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Advanced Computing, Mathematics and Data
Research Highlights

August 2015

Computer Focuses on Irregular Applications—with a Little Help from PNNL

The August 2015 issue of Computer with its focus on “Irregular Applications” owes its editorial direction to two special guest editors: Antonino Tumeo, of Pacific Northwest National Laboratory’s Advanced Computing, Mathematics, and Data Division High Performance Computing group, and John Feo, who recently rejoined PNNL as the new co-director of the Northwest Institute for Advanced Computing, a joint collaborative center founded jointly by PNNL and the University of Washington.

In the issue, Tumeo and Feo take a holistic look at irregular behaviors in computing systems at all layers of the software and hardware stack. Irregular applications span a broad range of unpredictable, complex behaviors in data structures, control, and communication patterns. All of these, combined with the exponential growth in data availability, pose performance problems for high-performance computing systems typically optimized for scientific simulations and, thus, for regular and predictable behaviors.

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Tumeo and Feo also use the issue to promote the idea that only deep collaboration between computing and data scientists and engineers will enable the design capacity to provide solutions for supporting efficient execution of irregular applications.

“The four articles selected for the issue provide viable strategies for realizing high performance on irregular applications on different layers of the stack,” Tumeo said. “In addition, they showcase the power in bringing together diverse perspectives for dealing with some of the core problems associated with irregular applications, including massive data sets, limited scalability, load unbalancing, and dynamic parallelism.”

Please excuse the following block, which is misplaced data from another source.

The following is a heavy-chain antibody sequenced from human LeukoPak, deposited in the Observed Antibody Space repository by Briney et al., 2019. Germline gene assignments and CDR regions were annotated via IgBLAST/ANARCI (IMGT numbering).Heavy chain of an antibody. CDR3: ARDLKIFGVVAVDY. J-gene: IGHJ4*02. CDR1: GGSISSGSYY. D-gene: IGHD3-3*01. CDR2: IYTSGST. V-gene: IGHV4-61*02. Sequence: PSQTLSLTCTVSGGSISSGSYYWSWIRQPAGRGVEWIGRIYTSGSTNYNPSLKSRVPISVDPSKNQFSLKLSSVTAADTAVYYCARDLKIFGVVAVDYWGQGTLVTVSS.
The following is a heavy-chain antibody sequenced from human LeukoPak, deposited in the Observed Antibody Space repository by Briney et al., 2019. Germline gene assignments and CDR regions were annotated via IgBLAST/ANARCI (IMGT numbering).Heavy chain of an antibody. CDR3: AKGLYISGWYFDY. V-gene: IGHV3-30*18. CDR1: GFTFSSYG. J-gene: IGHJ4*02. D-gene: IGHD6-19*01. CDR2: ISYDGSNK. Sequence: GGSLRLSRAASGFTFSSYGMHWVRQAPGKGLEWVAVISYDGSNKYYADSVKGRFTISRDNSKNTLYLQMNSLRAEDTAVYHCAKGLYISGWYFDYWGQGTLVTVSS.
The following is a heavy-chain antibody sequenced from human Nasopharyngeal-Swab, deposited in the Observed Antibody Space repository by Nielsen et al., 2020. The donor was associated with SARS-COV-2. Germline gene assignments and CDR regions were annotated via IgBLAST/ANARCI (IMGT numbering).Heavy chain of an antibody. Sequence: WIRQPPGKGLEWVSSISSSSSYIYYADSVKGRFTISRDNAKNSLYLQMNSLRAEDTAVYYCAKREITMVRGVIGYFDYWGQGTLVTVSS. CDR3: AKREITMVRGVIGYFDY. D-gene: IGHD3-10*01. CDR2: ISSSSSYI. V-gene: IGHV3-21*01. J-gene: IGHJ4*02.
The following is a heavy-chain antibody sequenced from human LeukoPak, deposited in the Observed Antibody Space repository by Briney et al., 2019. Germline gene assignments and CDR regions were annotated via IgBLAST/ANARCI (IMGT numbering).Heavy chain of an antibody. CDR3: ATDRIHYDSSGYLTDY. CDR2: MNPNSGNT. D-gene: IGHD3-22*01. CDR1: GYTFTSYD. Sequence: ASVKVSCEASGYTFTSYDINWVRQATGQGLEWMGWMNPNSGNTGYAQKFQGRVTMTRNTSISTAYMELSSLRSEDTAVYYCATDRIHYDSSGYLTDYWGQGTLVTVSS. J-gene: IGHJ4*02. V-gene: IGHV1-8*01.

Among the four articles included in their examination of irregular applications, “Codesign Lessons Learned from Implementing Graph Matching on Multithreaded Architectures” centers on irregular workloads from a classical graph problem and features lead author Mahantesh Halappanavar, the Data Analytics Team Lead with ACMD Division’s Data Sciences group. The article describes how Halappanavar and his colleagues employ two variants of the graph matching problem, several algorithms, and implementations on diverse HPC platforms to manage the unpredictable workloads and data presented by irregular application performance. In the article, they summarize their (sometimes counterintuitive) “lessons learned” implementing these applications on parallel architectures. The variety of algorithms and breadth of hardware platforms support the applicability of their lessons to a broad class of graph algorithms (irregular applications) on emerging and future multithreaded architectures that will help other researchers.

“Codesigning algorithms and architectures can improve performance on challenging irregular applications,” Halappanavar explained. “Examining variations of hardware design and algorithms coupled with graph characteristics and how they interact to affect HPC performance on diverse computing platforms offers yet another way to accommodate irregular, data-intensive workloads.”

Computer is the IEEE Computer Society’s flagship magazine that covers all aspects of computer science and engineering.


  • Halappanavar M, A Pothen, A Azad, F Manne, J Langguth, and A Khan. 2015. “Codesign Lessons Learned from Implementing Graph Matching on Multithreaded Architectures.” Computer 48(8):46-55. DOI: 10.1109/MC.2015.215.
  • Tumeo A and J Feo. 2015. “Irregular Applications: From Architectures to Algorithms [Guest editors’ introduction].” Computer 48(8):14-16. DOI: 10.1109/MC.2015.233.

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